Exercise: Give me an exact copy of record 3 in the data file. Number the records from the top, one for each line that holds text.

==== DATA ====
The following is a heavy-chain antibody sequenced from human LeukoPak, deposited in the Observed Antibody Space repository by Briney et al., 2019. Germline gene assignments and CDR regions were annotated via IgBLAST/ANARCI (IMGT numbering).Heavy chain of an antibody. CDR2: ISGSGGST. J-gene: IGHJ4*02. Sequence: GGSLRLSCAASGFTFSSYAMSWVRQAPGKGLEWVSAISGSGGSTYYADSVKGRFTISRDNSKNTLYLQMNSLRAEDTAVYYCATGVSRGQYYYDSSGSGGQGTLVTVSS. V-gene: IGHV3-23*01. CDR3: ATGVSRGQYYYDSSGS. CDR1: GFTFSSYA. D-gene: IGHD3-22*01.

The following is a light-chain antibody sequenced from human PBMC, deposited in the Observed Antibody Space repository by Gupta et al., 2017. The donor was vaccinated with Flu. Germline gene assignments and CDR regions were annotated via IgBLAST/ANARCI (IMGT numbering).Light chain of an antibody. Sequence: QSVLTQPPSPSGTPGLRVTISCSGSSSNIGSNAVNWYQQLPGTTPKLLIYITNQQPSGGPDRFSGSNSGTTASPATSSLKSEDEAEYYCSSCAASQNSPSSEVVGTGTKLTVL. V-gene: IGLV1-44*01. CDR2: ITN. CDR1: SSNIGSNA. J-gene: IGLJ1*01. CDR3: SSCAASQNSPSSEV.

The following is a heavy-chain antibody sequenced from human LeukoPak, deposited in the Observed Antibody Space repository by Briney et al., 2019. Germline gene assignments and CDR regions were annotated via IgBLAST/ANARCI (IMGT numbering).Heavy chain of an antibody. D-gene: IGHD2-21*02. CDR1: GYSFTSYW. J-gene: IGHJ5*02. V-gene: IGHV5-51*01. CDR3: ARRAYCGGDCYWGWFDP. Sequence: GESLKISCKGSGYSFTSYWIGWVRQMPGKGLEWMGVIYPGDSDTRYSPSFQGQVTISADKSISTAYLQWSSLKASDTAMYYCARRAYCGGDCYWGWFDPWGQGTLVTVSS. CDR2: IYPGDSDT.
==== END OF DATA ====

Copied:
The following is a heavy-chain antibody sequenced from human LeukoPak, deposited in the Observed Antibody Space repository by Briney et al., 2019. Germline gene assignments and CDR regions were annotated via IgBLAST/ANARCI (IMGT numbering).Heavy chain of an antibody. D-gene: IGHD2-21*02. CDR1: GYSFTSYW. J-gene: IGHJ5*02. V-gene: IGHV5-51*01. CDR3: ARRAYCGGDCYWGWFDP. Sequence: GESLKISCKGSGYSFTSYWIGWVRQMPGKGLEWMGVIYPGDSDTRYSPSFQGQVTISADKSISTAYLQWSSLKASDTAMYYCARRAYCGGDCYWGWFDPWGQGTLVTVSS. CDR2: IYPGDSDT.